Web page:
In his collection of essays, Songbook, Nick Hornby writes about his indifference toward Bob Dylan this way:
"I'm not a big Dylan fan. I've got Blonde on Blonde and Highway 61 Revisited, obviously. And Bringing It All Back Home and Blood on the Tracks. Anyone who likes music owns those four. And I'm interested enough to have bought The Bootleg Series Volumes 1-3, and that live album we now know wasn't recorded at the Royal Albert Hall. The reviews of Time out of Mind and Love and Theft convinced me to shell out for those two, as well, although I can't say I listen to them very often. I once asked for Biograph as a birthday present, so with that and The Bootleg Series I've got two Dylan boxed sets. I also, now I look, seem to own copies of World Gone Wrong, The Basement Tapes, and Good as I've Been to You... And I have somehow picked up along the way Street Legal, Desire, and John Wesley Harding. Oh, and I bought Oh Mercy because it contains the lovely "Most of the Time," which is on the High Fidelity soundtrack. There are, therefore, around twenty separate Bob Dylan CDs on my shelf."
Now, I may not own as many Steinbeck books as Hornby owns Dylan records, but the relationship is similar. I spent a large part of my adolescence reading (and being profoundly affected by) the books of Steinbeck, but I don't necessarily consider myself a fan. I read The Red Pony when I was in eighth grade, and Of Mice and Men a few years later. In AP English I read both East of Eden and The Grapes of Wrath, and somewhere before graduation I also finished off The Pearl and Winter of Our Discontent, and I know I have an old copy of Cannery Row lying around this house somewhere.
That's six novels, not to mention various short stories, completed before my eighteenth birthday, yet I never counted him as one of my favorites. I hadn't realized this until this week, when I picked up a copy of Travels with Charley at my favorite used bookstore. Sixteen years had passed since I read a word that he wrote, and I thought it was about time to give him another go. I also had a hunch that it would pass the I Hope This Book Doesn't Suck test, which, of course, it did.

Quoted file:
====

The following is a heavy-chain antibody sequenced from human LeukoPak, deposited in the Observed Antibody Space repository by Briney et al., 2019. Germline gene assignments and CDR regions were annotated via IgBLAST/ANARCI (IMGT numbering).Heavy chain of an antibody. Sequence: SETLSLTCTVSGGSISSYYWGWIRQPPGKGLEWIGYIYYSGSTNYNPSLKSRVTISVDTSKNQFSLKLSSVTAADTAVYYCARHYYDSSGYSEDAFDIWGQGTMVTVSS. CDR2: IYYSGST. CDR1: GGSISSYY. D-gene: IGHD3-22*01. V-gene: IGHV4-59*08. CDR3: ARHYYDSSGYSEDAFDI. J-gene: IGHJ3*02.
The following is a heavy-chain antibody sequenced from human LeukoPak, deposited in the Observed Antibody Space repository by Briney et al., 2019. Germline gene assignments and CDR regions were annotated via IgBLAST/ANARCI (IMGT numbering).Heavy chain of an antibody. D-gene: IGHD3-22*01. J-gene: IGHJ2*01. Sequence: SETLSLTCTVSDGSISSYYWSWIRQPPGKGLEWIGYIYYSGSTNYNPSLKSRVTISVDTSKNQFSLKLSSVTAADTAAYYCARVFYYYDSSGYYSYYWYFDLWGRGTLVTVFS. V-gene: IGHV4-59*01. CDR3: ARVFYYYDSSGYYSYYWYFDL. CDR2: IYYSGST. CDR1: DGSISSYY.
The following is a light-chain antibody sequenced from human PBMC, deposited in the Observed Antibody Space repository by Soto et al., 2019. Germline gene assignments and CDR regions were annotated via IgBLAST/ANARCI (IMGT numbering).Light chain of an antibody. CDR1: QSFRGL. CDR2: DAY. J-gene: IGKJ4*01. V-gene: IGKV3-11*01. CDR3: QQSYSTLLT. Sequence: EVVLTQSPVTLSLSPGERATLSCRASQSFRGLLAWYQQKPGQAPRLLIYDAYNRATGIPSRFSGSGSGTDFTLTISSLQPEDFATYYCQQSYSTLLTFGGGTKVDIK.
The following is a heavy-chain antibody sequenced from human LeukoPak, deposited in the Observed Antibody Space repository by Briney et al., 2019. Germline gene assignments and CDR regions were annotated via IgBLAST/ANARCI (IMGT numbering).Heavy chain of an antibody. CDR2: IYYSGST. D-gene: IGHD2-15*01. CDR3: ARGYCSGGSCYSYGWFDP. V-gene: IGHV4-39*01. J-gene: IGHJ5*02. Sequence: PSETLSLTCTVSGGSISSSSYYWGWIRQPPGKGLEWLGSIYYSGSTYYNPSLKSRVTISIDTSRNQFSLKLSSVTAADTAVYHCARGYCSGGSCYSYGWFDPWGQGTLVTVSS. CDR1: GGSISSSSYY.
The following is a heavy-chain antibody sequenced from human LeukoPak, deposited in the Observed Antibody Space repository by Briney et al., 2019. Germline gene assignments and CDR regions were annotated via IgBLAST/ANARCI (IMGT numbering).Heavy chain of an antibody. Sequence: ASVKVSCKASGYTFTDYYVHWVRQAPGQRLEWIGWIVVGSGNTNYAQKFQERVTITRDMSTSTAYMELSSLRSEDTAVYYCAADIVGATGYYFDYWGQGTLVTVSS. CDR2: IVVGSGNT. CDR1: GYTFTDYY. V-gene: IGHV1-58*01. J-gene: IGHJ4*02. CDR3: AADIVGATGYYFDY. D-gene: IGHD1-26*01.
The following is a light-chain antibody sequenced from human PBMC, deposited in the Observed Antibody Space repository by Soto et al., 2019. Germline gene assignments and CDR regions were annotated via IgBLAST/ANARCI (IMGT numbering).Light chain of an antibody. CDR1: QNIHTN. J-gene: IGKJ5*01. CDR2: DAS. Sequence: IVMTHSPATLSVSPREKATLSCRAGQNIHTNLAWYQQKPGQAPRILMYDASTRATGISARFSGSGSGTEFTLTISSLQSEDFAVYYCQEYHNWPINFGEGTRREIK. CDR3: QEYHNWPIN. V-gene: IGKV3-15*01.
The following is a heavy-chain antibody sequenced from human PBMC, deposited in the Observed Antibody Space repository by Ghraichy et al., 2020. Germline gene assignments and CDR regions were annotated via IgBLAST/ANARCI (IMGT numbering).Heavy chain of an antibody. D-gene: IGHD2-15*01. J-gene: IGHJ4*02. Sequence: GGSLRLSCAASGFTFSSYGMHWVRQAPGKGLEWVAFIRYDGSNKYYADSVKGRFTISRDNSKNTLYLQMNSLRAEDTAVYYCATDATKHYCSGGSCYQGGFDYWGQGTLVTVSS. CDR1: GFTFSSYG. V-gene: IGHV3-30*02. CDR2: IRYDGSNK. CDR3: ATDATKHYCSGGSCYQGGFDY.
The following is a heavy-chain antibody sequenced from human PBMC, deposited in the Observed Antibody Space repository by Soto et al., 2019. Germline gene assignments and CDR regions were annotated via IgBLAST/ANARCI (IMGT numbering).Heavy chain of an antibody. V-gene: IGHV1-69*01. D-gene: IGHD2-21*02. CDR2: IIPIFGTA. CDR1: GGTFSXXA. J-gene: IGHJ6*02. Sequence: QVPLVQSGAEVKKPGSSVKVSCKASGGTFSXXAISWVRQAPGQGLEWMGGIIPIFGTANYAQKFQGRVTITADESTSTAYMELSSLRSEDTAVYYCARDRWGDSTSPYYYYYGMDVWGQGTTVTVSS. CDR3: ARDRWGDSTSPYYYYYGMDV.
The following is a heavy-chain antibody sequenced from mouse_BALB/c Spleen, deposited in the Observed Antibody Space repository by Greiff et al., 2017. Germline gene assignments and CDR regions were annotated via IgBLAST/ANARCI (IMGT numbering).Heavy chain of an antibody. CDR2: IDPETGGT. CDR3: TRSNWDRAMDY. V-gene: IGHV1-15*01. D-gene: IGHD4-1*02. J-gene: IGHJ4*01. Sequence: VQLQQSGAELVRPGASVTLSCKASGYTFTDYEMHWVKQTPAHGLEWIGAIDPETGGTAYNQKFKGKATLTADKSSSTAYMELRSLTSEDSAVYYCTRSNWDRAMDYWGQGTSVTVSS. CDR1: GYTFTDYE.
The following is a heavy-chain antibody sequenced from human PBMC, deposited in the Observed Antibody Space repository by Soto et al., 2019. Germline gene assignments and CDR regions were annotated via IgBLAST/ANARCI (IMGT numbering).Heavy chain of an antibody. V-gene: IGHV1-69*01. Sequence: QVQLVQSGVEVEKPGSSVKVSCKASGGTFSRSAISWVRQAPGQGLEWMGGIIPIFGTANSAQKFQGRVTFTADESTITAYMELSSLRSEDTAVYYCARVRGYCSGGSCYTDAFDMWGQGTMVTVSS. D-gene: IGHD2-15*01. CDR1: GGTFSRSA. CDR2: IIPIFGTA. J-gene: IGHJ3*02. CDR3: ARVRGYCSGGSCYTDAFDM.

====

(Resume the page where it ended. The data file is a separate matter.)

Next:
Steinbeck wrote Travels With Charley about a cross-country trip he took in the fall and winter of 1960, when he was 58 years old. This isn't the Dust Bowl; his travels coincide with the Kennedy-Nixon election, and the fear of atomic annihilation peppers every other page. Steinbeck seems out of place and small in this version of America, where the stakes are even higher than they were in East of Eden or The Grapes of Wrath, and at first it is difficult to imagine him eating pie in roadside diners or picking up hitchhikers in Louisiana. Can you imagine the creator of the Joad family, changing a flat tire in the rain somewhere in Oregon?
Steinbeck travels in a modified pickup truck that he named Rocinante, after Don Quixote's horse. On the back is his "house," an impressive space including a bed, table, sink, coffee machine, and various firearms. Joining him on the trip is his blue poodle, the Charley in the title.
Travels With Charley conforms to the well-worn American-road-trip-as-journey-to-self-knowledge model that we know so well, but this book does it exceptionally well. Steinbeck is warmer and wittier in this book than anything I had ever read from him before, and Travels With Charley had more in common with Life on the Mississippi than it did with The Pearl. I did not expect a streak of Twain to run through this writer who captured desperation and hopelessness moreso than perhaps anyone else I have ever read.
Steinbeck did not have long to live by the time he steered Rocinante away from his Long Island home on his quest to to "rediscover this moster land," and he knew it. The heart problems that would kill him in 1968 had already announced their presence. Ten-thousand miles after his trip began, as he pulls back into New York City, he states that "people don't take trips--trips take people." We already knew that, but it doesn't hurt to be reminded.